Remember the Café 80s scene from Back to the Future Part 2, where Marty McFly (Michael J. Fox) tells an image of Ronald Reagan on a TV screen that he just wants a Pepsi, and a bottle of Pepsi Perfect mysteriously appears from inside the table in front of him. Today’s retail may not be that automated yet, but is rapidly evolving to a cashier-less environment – especially by leveraging the power of mobile connectivity.
Tap a button on the Uber app and a car shows up ready to take you to your destination. With a few clicks on your phone, order your favourite caffeinated concoction, and it will be ready at your nearest Starbucks by the time you walk in.
Technology pundits had predicted that mobile payments would be the wave of the future, and will change commercial interactions forever. In reality, mobile payments have struggled to gain ground in the developed world, because it’s just as easy to pay with a card as it is to pay with a phone. (The story, of course is very different in places like China and Kenya, where using the mobile phone to pay has become ubiquitous, since alternative digital payment methods were non-existent).
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It required re-thinking the merchant-customer relationship in the developed world, and removing the focus away from purely payments, and more to the other aspects of customer brand affinity and experience.
Starbucks broke new ground by bundling in-app payment together with loyalty (i.e. free drinks), which led to 15% of U.S. Starbucks sales coming in via mobile. Then in 2015, Starbucks launched the Order & Pay feature which allowed customers to place and pay for orders from their mobile devices, skipping the line when they pick up their beverages in-store. Before long, the percentage of app sales rose to 26% and the Starbucks app now processes more than 10 million transactions a month.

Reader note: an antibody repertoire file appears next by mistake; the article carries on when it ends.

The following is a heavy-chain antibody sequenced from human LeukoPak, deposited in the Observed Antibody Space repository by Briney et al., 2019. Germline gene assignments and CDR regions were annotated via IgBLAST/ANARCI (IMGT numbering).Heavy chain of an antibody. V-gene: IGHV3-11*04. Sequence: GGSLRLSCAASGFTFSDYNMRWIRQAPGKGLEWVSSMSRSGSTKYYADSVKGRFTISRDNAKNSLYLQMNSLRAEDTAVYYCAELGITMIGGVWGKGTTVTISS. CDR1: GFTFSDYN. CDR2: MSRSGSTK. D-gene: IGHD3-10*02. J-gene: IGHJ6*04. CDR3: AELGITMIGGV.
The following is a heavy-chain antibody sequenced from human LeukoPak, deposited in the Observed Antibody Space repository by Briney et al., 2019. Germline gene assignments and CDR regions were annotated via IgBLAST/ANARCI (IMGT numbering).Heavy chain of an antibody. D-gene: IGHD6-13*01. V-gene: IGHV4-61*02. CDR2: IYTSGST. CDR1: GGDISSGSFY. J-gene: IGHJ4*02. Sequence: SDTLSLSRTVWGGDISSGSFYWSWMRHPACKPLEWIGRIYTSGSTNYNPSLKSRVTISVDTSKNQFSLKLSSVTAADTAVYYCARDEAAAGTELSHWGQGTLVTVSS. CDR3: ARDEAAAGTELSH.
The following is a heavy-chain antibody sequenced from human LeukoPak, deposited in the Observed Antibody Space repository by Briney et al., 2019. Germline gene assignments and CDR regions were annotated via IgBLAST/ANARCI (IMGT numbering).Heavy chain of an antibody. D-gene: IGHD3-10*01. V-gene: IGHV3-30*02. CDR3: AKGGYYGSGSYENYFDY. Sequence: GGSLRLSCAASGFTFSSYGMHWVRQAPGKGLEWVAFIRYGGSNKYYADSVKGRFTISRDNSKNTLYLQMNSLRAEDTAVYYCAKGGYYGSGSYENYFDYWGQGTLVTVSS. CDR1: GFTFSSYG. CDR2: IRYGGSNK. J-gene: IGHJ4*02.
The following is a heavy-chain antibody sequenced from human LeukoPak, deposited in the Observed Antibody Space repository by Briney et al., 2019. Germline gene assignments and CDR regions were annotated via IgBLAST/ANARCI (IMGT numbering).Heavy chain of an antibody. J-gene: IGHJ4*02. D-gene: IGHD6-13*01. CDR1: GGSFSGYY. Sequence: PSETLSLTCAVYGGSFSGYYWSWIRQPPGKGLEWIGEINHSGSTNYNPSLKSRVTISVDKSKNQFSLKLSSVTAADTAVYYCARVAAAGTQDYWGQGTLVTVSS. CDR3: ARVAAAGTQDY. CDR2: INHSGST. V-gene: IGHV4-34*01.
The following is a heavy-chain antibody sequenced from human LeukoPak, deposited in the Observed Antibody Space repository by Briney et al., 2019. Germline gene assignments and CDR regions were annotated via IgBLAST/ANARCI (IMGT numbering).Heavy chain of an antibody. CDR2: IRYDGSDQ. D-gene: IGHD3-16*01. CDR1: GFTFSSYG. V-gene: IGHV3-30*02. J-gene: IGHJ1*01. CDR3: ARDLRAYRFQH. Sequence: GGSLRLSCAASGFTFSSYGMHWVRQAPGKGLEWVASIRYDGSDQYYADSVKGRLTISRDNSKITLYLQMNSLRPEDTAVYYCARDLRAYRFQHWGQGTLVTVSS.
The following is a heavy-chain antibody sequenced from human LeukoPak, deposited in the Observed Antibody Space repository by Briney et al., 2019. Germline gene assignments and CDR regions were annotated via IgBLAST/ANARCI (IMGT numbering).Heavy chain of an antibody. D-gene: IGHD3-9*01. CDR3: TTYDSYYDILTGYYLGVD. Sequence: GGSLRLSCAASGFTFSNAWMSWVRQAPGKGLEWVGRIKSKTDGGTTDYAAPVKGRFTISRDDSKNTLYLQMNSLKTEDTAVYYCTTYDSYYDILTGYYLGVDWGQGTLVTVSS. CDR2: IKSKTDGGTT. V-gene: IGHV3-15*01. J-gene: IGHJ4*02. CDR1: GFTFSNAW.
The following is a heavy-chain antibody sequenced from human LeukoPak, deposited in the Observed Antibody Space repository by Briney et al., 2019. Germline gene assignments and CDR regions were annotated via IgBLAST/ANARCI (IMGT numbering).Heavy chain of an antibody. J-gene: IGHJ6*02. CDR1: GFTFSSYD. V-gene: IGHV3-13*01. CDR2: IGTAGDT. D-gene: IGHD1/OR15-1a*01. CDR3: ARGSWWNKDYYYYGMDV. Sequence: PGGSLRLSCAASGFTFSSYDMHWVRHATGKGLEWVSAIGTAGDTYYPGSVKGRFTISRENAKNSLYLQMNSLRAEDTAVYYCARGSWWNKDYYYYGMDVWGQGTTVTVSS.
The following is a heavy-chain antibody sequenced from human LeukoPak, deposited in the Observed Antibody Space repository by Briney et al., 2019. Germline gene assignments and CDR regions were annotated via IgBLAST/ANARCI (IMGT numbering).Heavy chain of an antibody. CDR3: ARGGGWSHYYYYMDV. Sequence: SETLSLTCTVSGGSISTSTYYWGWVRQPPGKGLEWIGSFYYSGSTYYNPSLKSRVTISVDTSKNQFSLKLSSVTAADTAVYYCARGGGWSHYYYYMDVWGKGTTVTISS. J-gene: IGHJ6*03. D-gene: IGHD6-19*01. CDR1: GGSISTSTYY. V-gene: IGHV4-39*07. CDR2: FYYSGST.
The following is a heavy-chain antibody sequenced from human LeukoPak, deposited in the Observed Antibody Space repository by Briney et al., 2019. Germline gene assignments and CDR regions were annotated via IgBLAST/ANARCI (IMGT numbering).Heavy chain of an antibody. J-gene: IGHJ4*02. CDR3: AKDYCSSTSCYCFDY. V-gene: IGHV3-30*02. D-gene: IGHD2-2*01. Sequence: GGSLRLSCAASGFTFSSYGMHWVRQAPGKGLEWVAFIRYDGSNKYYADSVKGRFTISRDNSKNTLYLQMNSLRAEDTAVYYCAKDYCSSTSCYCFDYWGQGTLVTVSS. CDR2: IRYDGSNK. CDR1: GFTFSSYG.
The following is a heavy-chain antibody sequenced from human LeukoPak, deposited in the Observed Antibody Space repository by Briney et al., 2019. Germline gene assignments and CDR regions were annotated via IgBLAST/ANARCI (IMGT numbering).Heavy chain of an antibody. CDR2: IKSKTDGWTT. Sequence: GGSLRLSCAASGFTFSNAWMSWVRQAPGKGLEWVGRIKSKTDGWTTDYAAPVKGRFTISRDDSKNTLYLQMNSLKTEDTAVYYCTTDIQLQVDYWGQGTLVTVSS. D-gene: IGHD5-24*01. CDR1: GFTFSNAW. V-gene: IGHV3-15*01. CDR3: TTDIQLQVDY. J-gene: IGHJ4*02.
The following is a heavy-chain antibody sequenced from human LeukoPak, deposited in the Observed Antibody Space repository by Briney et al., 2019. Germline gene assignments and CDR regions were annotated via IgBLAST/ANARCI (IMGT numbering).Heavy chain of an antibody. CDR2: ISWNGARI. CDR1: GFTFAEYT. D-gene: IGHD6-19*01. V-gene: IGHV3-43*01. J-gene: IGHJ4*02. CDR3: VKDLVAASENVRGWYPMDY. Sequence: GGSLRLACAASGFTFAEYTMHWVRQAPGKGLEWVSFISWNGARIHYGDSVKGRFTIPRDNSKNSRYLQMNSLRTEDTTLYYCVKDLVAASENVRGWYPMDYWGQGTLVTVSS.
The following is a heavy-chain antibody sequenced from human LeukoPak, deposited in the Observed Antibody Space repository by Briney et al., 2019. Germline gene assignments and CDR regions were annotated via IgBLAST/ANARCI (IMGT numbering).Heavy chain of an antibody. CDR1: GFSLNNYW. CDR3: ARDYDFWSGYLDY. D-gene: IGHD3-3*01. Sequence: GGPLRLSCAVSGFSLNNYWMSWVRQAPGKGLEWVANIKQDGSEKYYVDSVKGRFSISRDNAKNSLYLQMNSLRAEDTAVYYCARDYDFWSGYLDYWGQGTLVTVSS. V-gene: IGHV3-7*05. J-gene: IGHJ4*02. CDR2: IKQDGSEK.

On March 31, Starbucks made it clear that it was not done innovating on the checkout process. Order & Pay became so popular that the lines at the pickup counters became longer than the lines at the cashier’s. In response to the congestion problem, Starbucks recently debuted a test store in Seattle that eliminates the cashier counter and seating. It will only accept orders placed via Order & Pay, and if successful, could serve as a blueprint for locations around the country.
Amazon also saw an opportunity to redefine the merchant-customer shopping experience, using technology and AI smarts, as they made their foray into physical commerce. Amazon Go is testing a concept using mobile check-in, image processing and AI-based decision making. This allowed shoppers to walk into a store, check in with their phone, pick the items they want to buy, and walk out of the store. There are no lines and all payment happens in the cloud.
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Walmart, Sam’s Club, and Kroger’s also offer various “Bag & Go” capabilities, allowing shoppers to scan items with their mobile phones and then walk to a dedicated aisle to complete their purchase and checkout. The line in this aisle is likely to be shorter, as the time to scan items at exit is eliminated.
No cashier: an evolution
The no-cashier approach has evolved over the past decade and there are multiple variations on the theme. Self checkout has been a staple of grocery stores and drug stores for a while. Customers line up, scan and bag their own items, and pay at the register. An associate mans the aisles from a central terminal and assists if something goes wrong.
Then there is the portable scanner model. Scanner devices in the store are connected with a shopper’s account. Customers use these devices to scan items as they put them in their cart and pay for items as they exit. Apple stores use a variation on this approach, with retail associates carrying scanners that enable them to check people out from anywhere in the store.
More recently, mobile self-checkout has emerged. Shoppers can use merchant apps on their own mobile devices to scan items and then pay using their device or a credit card at a dedicated aisle near the exit.
Order ahead or its variant BOPIS (buy online pick up in store) are becoming increasingly popular among consumers pressed for time and not wanting to spend time looking for items in a physical store and then waiting in a line to checkout. Shoppers buy and pay online and go to the store to collect the items, which have already been bagged by associates.